Manufacturers Grapple with Inflation's Pressure

Warning: The following article references women’s undergarments. If you’re like my mother and are shocked at the mere mention of such things, please look away.

There can be two dozen components in a bra. From lace to dye to elastic trim, inflation has increased the cost of each piece, forcing lingerie makers to — sorry! — push up wholesale prices.

The Natalia Underwire Bra, which sold for $68, now retails for $98. Some stores thought the price hike was too much and stopped carrying it. But Journelle, the manufacturer, said it had little choice — some costs have doubled since 2019.

Guido Campello of Journelle told The Wall Street Journal he anticipates shoppers will stay loyal, but these are tricky times for pricing decisions up and down the supply chain. As our Customer Experience work demonstrates: If your prices are too low, you risk losing money. If your prices are too high, you could alienate customers.

An entire generation of executives and owners came of age without worrying about how to defend their businesses from inflation. The average U.S. inflation rate from 2000 to 2019 was a calm, cool 2.10%. Then came COVID, and its disruptions to the supply chain, followed by Russia’s invasion of Ukraine, which caused energy prices to spike. The annualized inflation rate in September was 8.3%. How do you manage that kind of attack on the bottom line?

“The reality is that the whole world is facing the same pressures on inflation, in raw materials, in transport, in people, in freight,” Martin Waters, Victoria Secret’s chief executive, said in a March earnings call

Seems everyone is doing a price/value analysis, especially your customers.

Consumer goods companies such as Unilever, Nestle, and Procter & Gamble raised prices to protect themselves. And they’re looking for ways to control escalating costs, including on the distribution side. Coca-Cola increased prices and shifted to affordable and refillable glass bottles in some markets. The average cost of a 12-ounce can of pop in a 12-pack has increased by 45% in less than four years. And yet, Coca-Cola’s second-quarter (2022) sales exceeded expectations despite those higher prices. Consumers around the world are still willing to pay more for their beverages. The company has more than held its own, reporting profit increases that beat expectations. “Coca-Cola delivered a masterclass in pricing power,” one analyst gushed.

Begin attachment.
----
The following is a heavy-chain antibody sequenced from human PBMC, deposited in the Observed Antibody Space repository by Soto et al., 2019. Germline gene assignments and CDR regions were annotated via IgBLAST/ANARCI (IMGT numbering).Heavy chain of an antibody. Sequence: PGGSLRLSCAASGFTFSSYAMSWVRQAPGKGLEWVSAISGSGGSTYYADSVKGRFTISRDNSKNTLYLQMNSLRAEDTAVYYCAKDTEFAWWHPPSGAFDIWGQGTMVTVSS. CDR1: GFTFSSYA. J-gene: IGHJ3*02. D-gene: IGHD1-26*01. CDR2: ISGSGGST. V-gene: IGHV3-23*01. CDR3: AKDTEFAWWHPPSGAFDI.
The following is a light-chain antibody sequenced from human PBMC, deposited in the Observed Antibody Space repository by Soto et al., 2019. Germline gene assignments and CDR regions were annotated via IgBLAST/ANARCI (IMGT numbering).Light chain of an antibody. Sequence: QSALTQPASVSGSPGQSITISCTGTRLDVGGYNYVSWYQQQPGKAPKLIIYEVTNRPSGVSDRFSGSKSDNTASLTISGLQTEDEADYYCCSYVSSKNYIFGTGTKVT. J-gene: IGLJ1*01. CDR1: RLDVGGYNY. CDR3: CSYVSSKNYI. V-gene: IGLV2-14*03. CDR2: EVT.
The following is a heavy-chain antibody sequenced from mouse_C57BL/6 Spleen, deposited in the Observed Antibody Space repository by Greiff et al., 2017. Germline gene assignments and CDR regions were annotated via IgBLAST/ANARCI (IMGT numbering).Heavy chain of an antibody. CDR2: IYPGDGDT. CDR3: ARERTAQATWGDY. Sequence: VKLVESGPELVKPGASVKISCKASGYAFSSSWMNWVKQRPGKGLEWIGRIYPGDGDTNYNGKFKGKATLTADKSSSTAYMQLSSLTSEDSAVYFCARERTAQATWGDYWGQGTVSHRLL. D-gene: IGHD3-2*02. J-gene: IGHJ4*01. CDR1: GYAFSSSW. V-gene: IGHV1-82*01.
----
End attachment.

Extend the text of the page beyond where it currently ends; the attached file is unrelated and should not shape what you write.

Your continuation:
Critics see something nefarious in these strong performances, accusing companies of using inflation as an excuse to gouge customers. But that’s a short-sighted criticism. With every price increase, businesses risk driving away customers. Especially if there is a comparable competitor at a lower price point. Unilever, maker of Dove soap, and Ben & Jerry’s ice cream saw sales volumes dip 1%. There are cheaper (and equally delicious) ice creams out there, and Unilever knows it.

Our customer studies show repeatedly: Unless you are underpriced, you can’t just increase the price. You must differentiate from your competition and prove that your overall value proposition is superior to warrant the price increase.

Consumers know that prices for finished products typically don’t drop once they’ve been raised (as opposed to market-traded commodities like oil that fluctuate continuously). Our customer studies echo this point; your customers know that price increases are here to stay. So, now they must evaluate whether you deserve that price point. Seems everyone is doing a price/value analysis, especially your customers.

As the economy cools, competition heats up.

Competition, technological advances, and efficiency gains bring new buying options for customers, and should compel companies to hold the line on future price increases. “When shifting demand and supply fundamentals drive up a price, markets eventually fix the problem,” Wall Street Journal columnist Greg Ip noted. In the 1970s, and again in the 2000s, the United States responded to higher oil prices by expanding production.

Inflation should moderate as the Federal Reserve raises interest rates, which will slow the economy. For now, it’s critical for businesses to understand customer perceptions, differentiate their value proposition, and align price strategies accordingly.